Abstracts are provided in the language submitted.

Introduction and Objective: Since the 1980s, metronidazole (MTZ) has been used to treat C. difficile infection (CDI). Reduced clinical success of MTZ has been widely observed, but the reason for treatment failure remained unknown. Hence, we investigated MTZ resistance and the molecular basis of MTZ resistance. Materials and Methods: We screened for MTZ resistance using our improved susceptibility testing method. MTZ resistance via heme modulation was studied using RNA-seq. A transposon (Tn) mutant library of resistant strain was created and screened for loss of resistance phenotype. Genome-wide analysis was performed on >200 isolates, comprising both resistant and susceptible isolates. Results: Sixty-one percent of clinical isolates were MTZ-resistant, and modulated by heme. In a resistant epidemic strain, heme significantly dampened extensive stress-response gene perturbations caused by exposure to MTZ but had no effect in a susceptible historic strain. Screening of ~7000 Tn mutants led to the identification of an MTZ-susceptible mutant (MIC=0.5 µg/ml; WT MIC=4 µg/ml), with a unique mutation in 5-nitroimidazole reductase (nimB). Genome-wide SNP analysis revealed that resistance emerged through the development of this mutation. Evolutionary analysis showed that this mutation coevolved with gyrA mutation, associated with hypervirulent epidemic C. difficile. Conclusion and Significance/Implication: Unfortunately, MTZ, an affordable antibiotic, is no longer recommended for CDI therapy due to high treatment failure. This study provides the first direct evidence behind the elusive clinical failure of MTZ in CDI patients and the molecular factors driving the global epidemiology of the notorious hypervirulent MTZ-resistant C. difficile strains.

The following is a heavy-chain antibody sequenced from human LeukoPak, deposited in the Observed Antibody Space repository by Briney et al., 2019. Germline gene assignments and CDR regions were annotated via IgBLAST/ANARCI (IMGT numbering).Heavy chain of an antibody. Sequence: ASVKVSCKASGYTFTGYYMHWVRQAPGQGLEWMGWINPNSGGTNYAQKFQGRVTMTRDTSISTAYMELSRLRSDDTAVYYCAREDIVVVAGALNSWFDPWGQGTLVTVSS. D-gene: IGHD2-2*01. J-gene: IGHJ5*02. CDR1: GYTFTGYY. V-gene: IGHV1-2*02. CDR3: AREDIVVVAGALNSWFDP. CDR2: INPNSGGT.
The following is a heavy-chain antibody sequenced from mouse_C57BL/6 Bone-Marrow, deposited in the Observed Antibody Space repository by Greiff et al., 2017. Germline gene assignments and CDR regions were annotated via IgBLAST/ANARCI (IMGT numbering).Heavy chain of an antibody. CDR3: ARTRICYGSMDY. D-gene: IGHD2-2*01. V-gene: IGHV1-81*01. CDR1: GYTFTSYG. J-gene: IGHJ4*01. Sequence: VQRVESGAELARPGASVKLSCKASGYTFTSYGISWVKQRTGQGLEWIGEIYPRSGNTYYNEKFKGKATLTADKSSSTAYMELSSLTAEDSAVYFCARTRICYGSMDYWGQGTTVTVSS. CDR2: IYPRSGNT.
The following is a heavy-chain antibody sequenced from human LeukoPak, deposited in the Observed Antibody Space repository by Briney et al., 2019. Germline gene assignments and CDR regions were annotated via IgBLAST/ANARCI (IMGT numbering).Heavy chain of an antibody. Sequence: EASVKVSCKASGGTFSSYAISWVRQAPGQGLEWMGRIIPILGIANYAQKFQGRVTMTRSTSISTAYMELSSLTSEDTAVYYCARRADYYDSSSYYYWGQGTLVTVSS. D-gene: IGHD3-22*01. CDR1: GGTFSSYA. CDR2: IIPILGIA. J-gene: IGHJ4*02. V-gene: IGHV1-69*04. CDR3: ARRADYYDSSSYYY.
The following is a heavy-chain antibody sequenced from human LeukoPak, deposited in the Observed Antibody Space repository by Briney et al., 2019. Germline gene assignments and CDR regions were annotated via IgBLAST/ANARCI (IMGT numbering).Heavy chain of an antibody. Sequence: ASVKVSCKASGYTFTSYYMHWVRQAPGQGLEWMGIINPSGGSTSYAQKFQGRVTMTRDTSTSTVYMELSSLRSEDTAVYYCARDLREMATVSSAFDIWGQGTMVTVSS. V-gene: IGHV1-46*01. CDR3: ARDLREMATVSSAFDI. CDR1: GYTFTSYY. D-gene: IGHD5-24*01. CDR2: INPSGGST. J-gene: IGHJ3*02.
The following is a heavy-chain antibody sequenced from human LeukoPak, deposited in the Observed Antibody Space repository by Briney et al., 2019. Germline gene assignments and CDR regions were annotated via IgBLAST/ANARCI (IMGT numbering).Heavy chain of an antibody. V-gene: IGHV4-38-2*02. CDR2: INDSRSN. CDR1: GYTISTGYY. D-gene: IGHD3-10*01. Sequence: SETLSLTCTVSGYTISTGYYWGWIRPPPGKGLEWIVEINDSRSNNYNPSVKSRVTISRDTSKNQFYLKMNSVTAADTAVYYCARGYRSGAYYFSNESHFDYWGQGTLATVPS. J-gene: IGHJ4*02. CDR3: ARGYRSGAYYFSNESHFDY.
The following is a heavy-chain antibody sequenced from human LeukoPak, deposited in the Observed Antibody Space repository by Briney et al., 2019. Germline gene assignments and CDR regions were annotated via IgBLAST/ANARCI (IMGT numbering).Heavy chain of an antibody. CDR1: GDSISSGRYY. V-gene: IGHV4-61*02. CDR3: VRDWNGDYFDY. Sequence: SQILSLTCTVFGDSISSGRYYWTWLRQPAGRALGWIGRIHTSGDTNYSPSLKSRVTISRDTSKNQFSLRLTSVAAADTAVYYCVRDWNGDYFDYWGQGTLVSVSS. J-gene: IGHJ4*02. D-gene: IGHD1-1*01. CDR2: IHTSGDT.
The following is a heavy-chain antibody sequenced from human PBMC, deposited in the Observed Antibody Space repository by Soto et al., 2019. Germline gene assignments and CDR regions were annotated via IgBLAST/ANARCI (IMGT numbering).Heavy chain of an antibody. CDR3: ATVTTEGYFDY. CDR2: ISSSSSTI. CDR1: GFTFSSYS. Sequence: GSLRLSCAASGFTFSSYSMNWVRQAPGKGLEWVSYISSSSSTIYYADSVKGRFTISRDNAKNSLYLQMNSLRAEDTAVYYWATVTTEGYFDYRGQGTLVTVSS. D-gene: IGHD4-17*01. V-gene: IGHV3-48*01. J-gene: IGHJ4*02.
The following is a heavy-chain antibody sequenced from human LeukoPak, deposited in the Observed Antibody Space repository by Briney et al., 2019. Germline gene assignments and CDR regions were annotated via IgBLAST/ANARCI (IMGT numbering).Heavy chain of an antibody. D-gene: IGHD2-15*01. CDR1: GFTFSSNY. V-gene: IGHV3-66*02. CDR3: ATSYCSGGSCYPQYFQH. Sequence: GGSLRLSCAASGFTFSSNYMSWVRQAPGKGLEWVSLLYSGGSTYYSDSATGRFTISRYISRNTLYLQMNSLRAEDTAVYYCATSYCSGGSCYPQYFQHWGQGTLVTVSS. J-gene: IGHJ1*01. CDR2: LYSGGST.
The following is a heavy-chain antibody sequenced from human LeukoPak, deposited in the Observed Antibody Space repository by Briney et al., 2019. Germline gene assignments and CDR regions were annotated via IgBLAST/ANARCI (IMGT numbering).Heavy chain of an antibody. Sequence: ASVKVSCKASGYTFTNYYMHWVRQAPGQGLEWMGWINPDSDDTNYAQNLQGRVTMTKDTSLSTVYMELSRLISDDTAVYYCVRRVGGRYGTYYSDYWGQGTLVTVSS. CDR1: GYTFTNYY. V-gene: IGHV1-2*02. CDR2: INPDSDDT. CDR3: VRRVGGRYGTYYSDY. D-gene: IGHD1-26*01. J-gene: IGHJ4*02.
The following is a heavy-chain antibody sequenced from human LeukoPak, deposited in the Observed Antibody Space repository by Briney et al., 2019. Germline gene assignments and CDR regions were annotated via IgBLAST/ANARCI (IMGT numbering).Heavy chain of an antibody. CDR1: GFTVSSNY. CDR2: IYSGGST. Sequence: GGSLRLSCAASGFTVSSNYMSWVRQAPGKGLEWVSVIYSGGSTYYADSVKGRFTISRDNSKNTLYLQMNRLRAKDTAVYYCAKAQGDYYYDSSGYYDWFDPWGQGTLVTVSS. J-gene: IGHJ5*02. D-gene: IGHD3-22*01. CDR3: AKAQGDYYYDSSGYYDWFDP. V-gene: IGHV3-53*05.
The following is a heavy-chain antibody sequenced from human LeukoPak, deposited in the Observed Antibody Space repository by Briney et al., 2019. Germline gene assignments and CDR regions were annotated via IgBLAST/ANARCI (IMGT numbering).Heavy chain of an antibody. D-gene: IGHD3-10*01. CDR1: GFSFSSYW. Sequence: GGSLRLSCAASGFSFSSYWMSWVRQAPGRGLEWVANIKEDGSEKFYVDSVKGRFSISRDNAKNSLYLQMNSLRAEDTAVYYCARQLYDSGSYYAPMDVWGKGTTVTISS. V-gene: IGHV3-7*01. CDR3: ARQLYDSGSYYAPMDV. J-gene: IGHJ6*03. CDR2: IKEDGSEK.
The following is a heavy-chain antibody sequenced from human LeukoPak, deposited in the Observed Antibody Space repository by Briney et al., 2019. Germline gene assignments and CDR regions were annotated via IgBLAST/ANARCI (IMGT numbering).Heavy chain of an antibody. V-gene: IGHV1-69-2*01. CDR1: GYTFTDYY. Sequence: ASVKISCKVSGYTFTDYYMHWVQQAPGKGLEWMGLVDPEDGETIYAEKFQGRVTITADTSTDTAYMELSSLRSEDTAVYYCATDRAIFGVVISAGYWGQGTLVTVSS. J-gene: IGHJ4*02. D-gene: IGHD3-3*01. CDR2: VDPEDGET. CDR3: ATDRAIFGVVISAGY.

Dr. Abiola Olaitan